AMAZON Echo speakers may have recorded the moment a woman died when she was impaled by a spear in a row with her partner, cops believe.
Silvia Galva, 32, was killed by a spear to the chest during a fight with Adam Reechard Crespo, 43, at their home in Hallandale Beach, Florida, in July.
Silvia Galva, 32, was killed by a spear to the chest during a fight with Adam Reechard Crespo (pictured together)[/caption]
Crespo has pleaded not guilty to second-degree murder[/caption]
Crespo has pleaded not guilty to second-degree murder and claims Silvia’s death was a tragic accident.
Police investigating the mysterious death have obtained a warrant for any audio recordings from two Amazon devices found in the apartment.
A warrant obtained by US media says “audio recordings capturing the attack on victim Silvia Crespo… may be found on the server[s] maintained by or for Amazon.com”.
Investigators want to establish if the Amazon smart-speaker, known as Alexa, recorded the row that resulted in Silvia’s death.
Crespo told police they got into an argument in their bedroom on the night she died.
He grabbed onto Silvia’s ankles and tried to pull her off the bed when he heard a “snap”, according to a police report.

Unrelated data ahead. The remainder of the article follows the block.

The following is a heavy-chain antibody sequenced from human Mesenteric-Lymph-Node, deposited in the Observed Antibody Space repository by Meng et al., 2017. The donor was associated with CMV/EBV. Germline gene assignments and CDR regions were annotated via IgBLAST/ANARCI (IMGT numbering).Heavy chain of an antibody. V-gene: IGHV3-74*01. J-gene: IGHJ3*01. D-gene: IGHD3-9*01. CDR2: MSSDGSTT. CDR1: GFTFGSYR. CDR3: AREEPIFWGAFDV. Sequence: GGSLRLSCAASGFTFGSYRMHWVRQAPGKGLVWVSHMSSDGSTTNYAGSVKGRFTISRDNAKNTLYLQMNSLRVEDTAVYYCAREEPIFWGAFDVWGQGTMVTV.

FIGHT IN THE BEDROOM
A lawyer for Crespo told the BBC that this “snap” was Silvia breaking off one of the bed’s pointy bedposts after holding onto it to steady herself.
The 12-inch spear-end of this bedpost ended up piercing her chest during the argument with her partner.
He then tried to pull out the blade end from her chest “hoping it was not too bad”.
Crespo’s lawyer, Christopher O’Toole, told the BBC that Silvia’s death was unintentional.
According to the police report, when Crespo saw Silvia had been stabbed he called for a female friend who was in the apartment to call emergency services.
“He tried to save Silvia’s life,” Mr O’Toole said, “this was the woman he loved.”
DID ALEXA RECORD THE ROW?
The lawyer added that he supports the use of the Amazon Echo audio in court.
“Ordinarily, I’d be jumping up and down objecting, but we believe the recordings could help us,” he said.
“If the truth comes out, it could help us.”
The Amazon devices don’t start recording until a user says a wake word like “Alexa,” “Amazon,” “computer” or “Echo,” according to a company spokesman.
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“No audio is stored or sent to the cloud unless the device detects the wake word,” Amazon spokesperson Leigh Nakanishi told the newspaper.
But investigators are probing whether there’s any chance Alexa was “awoken” at any time during the incident and recorded anything that could be used in court.
Crespo has been released from custody after posting $65,000 bond and his next court date has not yet been scheduled, the Sun-Sentinel reports.
The 12-inch spear-end of a bedpost ended up piercing her chest during the argument with her partner[/caption]